December: Braidwood is a New South Wales country town about 4 hours south of Sydney and an hour inland, so historically significant it's classified by the National Trust. We'd wanted to visit it ever since seeing the film "The Year My Voice Broke," featuring a then 15-year-old Noah Taylor, a decade or more ago. It turns out it was also the setting for the Ned Kelly film starring Mick Jagger (the 1890 Royal Hotel, the building farthest along the street in the painting, was renamed the Royal Mail Hotel in 1969 for the shooting of "Ned" and the name apparently stuck). The other buildings are classic Aussie country-town architecture of the Victorian era, when the town boomed following the discovery of gold in the 1850s. On Saturday mornings the farmers and stockmen come into Braidwood from the surrounding properties, their utes lining the streets while they do their business and meet up in the pub.

Oil Painting

For our last six weeks in Australia, we were lucky to rent a good 2-bedroom apartment in Roseville, a Sydney suburb. It had a covered verandah/terrace, where I decided I could set up oil paints and canvases. The two small paintings below survived the experiments, the lower one reflecting our preoccupation with the bushfires that dominated the news from Christmas Day through mid-January. There was so much ash in the air from the fires west of Sydney that it blew over everything, sticking to the wet paint on these canvases.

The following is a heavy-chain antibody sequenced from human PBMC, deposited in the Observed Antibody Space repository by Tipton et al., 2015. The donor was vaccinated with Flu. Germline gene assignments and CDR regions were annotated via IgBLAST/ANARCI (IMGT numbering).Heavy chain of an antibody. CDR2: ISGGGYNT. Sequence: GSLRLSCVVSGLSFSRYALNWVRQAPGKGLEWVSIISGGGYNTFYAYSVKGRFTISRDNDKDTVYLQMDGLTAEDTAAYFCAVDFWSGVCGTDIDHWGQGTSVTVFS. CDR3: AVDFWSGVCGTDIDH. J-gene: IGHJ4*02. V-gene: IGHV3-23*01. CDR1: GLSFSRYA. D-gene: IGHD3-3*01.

January, 2002: In the 3 months we've spent down undah, largely in the Sydney and Brisbane areas, I've seen no more than a handful of watercolours hanging in commercial galleries. In Paddington and on Queen Street in Woollahra the galleries are full of oil paintings, many of them abstract.

Episode 1: even the Australian Gallery of Works on Paper had a show of ceramic sculptures and painted ceramic tiles (of boathouses). "Do you show watercolours?" I asked the attendant. "Well, if there are a few in the show of a major artist, yes, but otherwise not." "But you're 'works on paper'?" I continued. "Prints," she said, waving at racks of etchings.